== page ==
Elimination theory[edit]

In 1923–24, Noether applied her ideal theory to elimination theory—in a formulation that she attributed to her student, Kurt Hentzelt—showing that fundamental theorems about the factorization of polynomials could be carried over directly.[108][109][110] Traditionally, elimination theory is concerned with eliminating one or more variables from a system of polynomial equations, usually by the method of resultants. For illustration, the system of equations often can be written in the form of a matrix M (missing the variable x) times a vector v (having only different powers of x) equaling the zero vector, M•v = 0. Hence, the determinant of the matrix M must be zero, providing a new equation in which the variable x has been eliminated.

Invariant theory of finite groups[edit]

Techniques such as Hilbert's original non-constructive solution to the finite basis problem could not be used to get quantitative information about the invariants of a group action, and furthermore, they did not apply to all group actions. In her 1915 paper,[111] Noether found a solution to the finite basis problem for a finite group of transformations G acting on a finite-dimensional vector space over a field of characteristic zero. Her solution shows that the ring of invariants is generated by homogeneous invariants whose degree is less than, or equal to, the order of the finite group; this is called Noether's bound. Her paper gave two proofs of Noether's bound, both of which also work when the characteristic of the field is coprime to |G|!, the factorial of the order |G| of the group G. The number of generators need not satisfy Noether's bound when the characteristic of the field divides the |G|,[112] but Noether was not able to determine whether the bound was correct when the characteristic of the field divides |G|! but not |G|. For many years, determining the truth or falsity of the bound in this case was an open problem called "Noether's gap". It finally was resolved independently by Fleischmann in 2000 and Fogarty in 2001, who both showed that the bound remains true.[113][114]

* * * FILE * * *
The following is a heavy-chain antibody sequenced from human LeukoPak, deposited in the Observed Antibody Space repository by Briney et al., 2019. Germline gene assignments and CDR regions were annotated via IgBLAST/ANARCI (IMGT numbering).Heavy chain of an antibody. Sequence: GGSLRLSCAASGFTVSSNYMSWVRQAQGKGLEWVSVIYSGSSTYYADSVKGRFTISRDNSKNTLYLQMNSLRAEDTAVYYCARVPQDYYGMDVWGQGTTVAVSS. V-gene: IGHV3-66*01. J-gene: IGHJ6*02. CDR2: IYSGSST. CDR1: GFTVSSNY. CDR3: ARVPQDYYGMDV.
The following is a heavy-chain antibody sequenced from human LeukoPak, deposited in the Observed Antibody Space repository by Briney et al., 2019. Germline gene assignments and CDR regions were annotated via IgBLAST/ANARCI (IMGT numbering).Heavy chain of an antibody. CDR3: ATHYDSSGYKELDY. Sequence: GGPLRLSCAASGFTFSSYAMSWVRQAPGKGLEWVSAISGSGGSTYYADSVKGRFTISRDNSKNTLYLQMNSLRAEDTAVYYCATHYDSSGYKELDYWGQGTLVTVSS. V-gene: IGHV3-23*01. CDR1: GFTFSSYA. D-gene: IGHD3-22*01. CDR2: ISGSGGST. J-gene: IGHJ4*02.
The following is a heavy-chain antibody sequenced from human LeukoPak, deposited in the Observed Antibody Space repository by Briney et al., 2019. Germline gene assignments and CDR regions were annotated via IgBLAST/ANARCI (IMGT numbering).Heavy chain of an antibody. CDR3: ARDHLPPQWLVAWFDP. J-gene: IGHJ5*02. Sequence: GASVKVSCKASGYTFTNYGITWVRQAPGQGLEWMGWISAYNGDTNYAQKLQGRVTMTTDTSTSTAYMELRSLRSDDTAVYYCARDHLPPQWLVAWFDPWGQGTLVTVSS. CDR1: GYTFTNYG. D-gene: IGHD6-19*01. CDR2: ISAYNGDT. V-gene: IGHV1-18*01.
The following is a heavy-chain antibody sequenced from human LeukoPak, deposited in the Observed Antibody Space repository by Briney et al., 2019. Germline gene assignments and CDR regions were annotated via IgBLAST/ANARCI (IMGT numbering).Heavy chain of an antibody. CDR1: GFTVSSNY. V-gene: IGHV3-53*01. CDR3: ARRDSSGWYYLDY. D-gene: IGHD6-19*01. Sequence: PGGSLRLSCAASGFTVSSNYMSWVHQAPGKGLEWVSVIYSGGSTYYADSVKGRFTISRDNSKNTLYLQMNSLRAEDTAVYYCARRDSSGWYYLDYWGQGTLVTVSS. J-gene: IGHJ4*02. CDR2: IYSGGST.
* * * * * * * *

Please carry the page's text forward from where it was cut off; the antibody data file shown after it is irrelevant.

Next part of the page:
In her 1926 paper,[115] Noether extended Hilbert's theorem to representations of a finite group over any field; the new case that did not follow from Hilbert's work is when the characteristic of the field divides the order of the group. Noether's result was later extended by William Haboush to all reductive groups by his proof of the Mumford conjecture.[116] In this paper Noether also introduced the Noether normalization lemma, showing that a finitely generated domain A over a field k has a set x1, ... , xn of algebraically independent elements such that A is integral over k[x1, ... , xn].

Contributions to topology[edit]

A continuous deformation (homotopy) of a coffee cup into a doughnut (torus) and back

As noted by Pavel Alexandrov and Hermann Weyl in their obituaries, Noether's contributions to topology illustrate her generosity with ideas and how her insights could transform entire fields of mathematics. In topology, mathematicians study the properties of objects that remain invariant even under deformation, properties such as their connectedness. A common joke is that a topologist cannot distinguish a donut from a coffee mug, since they can be continuously deformed into one another.

Noether is credited with the fundamental ideas that led to the development of algebraic topology from the earlier combinatorial topology, specifically, the idea of homology groups.[117] According to the account of Alexandrov, Noether attended lectures given by Heinz Hopf and him in the summers of 1926 and 1927, where "she continually made observations, which were often deep and subtle"[118] and he continues that,

When... she first became acquainted with a systematic construction of combinatorial topology, she immediately observed that it would be worthwhile to study directly the groups of algebraic complexes and cycles of a given polyhedron and the subgroup of the cycle group consisting of cycles homologous to zero; instead of the usual definition of Betti numbers, she suggested immediately defining the Betti group as the complementary (quotient) group of the group of all cycles by the subgroup of cycles homologous to zero. This observation now seems self-evident. But in those years (1925–28) this was a completely new point of view.[119]